This legal insight was co-authored by Oliver Elbling from Wagner, Elbling & Company.
Late last year, the European Commission ("EC") adopted a legislative package on hydrogen and decarbonised gas, which includes a proposal for a Directive on Common Rules for Internal Markets in Renewable and Natural Gases and in Hydrogen ("Draft Gas Directive"). On 9 September 2022, the EC published a revised version of this directive, the key objective of which is to regulate hydrogen as an independent energy carrier.
The proposed regulation comes along with very bad news for vertically integrated natural gas undertakings that are about to repurpose their existing natural gas pipelines for the transport of pure hydrogen: one year after the expiration of the deadline to transpose the Draft Gas Directive, hydrogen network operators will no longer be allowed to be vertically integrated and will need to comply with the strict rules of ownership unbundling as established for gas transmission operators in the Gas Directive.
This means that the owners of vertically integrated network companies would need to give up and transfer their shareholder rights to third parties. The Draft Gas Directive therefore results in the most severe encroachment on existing rights (expropriation). And, upon thorough legal analysis, it can be concluded that the Draft Gas Directive is in clear breach of the Treaty on the Functioning of the European Union and the European Charter of Fundamental Rights. We therefore believe that a further revision of the Draft Gas Directive is necessary, not only for legal reasons, but chiefly to avoid stalling the ramp-up of the European hydrogen market.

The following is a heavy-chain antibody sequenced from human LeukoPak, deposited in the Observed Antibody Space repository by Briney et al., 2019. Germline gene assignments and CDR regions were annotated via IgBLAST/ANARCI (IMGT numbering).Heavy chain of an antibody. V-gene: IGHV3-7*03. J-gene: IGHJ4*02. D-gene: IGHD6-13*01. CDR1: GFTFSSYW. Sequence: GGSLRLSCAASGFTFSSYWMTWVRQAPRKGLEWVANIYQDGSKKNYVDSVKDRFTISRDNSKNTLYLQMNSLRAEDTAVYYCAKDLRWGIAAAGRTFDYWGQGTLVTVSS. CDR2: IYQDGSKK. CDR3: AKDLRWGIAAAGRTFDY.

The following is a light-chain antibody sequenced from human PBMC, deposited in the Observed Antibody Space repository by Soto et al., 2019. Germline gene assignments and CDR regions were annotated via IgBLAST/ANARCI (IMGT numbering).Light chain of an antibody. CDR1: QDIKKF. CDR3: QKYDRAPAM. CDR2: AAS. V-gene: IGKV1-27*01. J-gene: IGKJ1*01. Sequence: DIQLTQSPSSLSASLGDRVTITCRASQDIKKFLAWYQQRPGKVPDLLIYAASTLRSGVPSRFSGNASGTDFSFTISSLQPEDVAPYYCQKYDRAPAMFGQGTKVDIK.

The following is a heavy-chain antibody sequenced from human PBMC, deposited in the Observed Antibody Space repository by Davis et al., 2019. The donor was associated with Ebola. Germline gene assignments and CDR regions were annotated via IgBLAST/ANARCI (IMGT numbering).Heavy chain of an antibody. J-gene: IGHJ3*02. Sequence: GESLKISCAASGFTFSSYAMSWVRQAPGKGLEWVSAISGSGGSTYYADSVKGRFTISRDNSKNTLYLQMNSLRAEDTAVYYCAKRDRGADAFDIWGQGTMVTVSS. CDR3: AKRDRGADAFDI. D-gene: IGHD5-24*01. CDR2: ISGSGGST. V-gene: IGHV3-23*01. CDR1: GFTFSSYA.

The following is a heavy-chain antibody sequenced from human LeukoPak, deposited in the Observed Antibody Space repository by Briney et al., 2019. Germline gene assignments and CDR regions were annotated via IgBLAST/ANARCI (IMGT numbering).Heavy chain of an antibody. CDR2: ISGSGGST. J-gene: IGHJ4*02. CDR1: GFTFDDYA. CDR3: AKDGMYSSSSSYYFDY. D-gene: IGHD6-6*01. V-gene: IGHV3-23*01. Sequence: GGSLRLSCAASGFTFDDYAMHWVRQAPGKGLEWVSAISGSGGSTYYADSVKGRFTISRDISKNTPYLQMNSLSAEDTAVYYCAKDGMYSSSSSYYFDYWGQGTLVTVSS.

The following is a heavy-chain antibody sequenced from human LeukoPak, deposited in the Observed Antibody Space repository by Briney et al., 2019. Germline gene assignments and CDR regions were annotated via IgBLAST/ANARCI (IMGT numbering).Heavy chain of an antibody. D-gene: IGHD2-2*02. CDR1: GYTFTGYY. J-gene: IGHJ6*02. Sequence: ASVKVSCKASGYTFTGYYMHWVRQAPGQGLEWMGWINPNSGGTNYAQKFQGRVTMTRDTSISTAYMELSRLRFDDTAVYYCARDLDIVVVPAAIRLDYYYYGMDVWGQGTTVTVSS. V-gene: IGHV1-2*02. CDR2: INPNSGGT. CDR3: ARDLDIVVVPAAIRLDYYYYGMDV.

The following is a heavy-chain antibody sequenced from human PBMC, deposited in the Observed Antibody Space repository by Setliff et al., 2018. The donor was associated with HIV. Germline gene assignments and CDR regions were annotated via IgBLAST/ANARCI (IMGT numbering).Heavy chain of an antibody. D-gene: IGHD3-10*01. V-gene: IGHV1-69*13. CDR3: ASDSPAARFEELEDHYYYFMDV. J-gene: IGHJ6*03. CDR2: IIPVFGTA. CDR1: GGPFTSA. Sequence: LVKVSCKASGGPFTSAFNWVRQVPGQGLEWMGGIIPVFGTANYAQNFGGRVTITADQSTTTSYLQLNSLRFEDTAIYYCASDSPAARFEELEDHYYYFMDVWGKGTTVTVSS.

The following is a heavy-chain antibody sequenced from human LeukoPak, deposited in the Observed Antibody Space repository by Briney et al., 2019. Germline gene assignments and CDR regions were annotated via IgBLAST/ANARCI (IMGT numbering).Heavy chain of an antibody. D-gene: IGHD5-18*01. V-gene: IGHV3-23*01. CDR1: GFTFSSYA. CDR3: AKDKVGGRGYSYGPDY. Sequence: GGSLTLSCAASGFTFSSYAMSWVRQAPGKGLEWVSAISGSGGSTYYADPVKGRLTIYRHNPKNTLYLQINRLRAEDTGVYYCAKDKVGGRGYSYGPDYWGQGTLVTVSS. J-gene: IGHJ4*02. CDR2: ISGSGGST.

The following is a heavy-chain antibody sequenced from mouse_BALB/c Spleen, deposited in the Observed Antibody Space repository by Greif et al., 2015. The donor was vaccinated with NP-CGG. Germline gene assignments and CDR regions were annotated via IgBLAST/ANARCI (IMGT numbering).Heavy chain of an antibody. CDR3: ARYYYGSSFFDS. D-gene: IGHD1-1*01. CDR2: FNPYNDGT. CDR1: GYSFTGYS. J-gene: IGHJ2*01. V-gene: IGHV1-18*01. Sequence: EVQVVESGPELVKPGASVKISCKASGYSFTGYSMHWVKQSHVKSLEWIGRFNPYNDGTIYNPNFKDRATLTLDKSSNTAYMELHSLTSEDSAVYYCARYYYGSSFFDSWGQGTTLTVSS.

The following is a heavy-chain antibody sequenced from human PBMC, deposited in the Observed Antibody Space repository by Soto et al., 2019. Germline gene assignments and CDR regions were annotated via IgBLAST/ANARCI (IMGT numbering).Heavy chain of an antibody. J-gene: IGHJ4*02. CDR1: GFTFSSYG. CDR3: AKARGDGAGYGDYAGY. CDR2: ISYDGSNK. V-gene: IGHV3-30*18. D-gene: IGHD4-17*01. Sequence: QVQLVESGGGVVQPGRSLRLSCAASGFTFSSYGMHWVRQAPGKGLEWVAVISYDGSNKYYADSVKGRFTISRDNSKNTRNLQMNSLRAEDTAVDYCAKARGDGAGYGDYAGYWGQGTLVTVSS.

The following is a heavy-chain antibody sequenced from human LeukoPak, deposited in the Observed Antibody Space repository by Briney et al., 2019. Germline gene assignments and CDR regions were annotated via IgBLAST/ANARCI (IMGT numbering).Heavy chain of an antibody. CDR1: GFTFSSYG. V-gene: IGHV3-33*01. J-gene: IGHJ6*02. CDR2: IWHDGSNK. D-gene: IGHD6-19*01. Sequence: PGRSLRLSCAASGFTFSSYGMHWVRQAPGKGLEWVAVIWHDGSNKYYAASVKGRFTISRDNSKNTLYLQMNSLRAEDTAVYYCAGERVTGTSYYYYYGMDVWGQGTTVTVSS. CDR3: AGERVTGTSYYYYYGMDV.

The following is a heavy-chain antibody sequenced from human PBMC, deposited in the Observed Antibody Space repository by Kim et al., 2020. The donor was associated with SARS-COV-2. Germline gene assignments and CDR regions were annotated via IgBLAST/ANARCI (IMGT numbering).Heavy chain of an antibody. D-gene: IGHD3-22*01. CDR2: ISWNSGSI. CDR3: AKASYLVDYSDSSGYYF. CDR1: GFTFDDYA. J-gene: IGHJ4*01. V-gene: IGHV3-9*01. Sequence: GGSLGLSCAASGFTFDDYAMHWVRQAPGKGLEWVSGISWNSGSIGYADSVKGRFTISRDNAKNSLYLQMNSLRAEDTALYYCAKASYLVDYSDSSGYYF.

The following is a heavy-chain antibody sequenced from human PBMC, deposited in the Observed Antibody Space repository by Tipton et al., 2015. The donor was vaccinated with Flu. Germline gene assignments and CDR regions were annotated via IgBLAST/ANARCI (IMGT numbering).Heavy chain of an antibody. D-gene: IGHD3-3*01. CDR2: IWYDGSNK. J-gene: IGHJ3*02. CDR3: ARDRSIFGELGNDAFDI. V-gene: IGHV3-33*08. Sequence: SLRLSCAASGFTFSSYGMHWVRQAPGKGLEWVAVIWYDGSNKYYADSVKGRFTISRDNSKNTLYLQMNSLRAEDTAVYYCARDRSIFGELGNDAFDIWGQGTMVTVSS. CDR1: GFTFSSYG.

Why has the EC voted for such strict unbundling rules?
The EC argues that the potential conflicts of interest between supply and network operation, as experienced in the natural gas and electricity sectors, can be effectively prevented only by introducing ownership unbundling. However, this reasoning is obviously flawed, since it is widely recognised that there are alternative unbundling models that are just as effective as the ownership unbundling model. The EC itself explicitly confirmed that the ITO model, as provided for in the Gas Directive, is equal to the ownership unbundling model.
Breach of the EU Constitution
Since it is evident that the ITO model interferes significantly less with existing rights of network operators than the ownership unbundling model, the EC's proposal is in breach of the Constitution of the European Union and violates the fundamental rights of vertically integrated gas undertakings.
The principles of subsidiarity and proportionality enshrined in EU constitutional law (Art 5 paras 3 and 4 TFEU) prescribe a limitation of the legislative and regulatory competence of the EU. They essentially say that the EU may only adopt laws and regulations if an EU-wide harmonisation is deemed necessary to achieve the Union's policy goals. The principle of subsidiarity is violated if the EU restricts the scope of legal decision-making of EU Member States, although, from a policy perspective, there is no strict need for such restriction. The proposed unbundling model is not in line with the principle of subsidiarity, since it requires Member States to implement the ownership unbundling model and does not grant them any discretion regarding alternative unbundling models, such as the ITO model, which is available, successfully tested, and just as effective as the ownership unbundling model.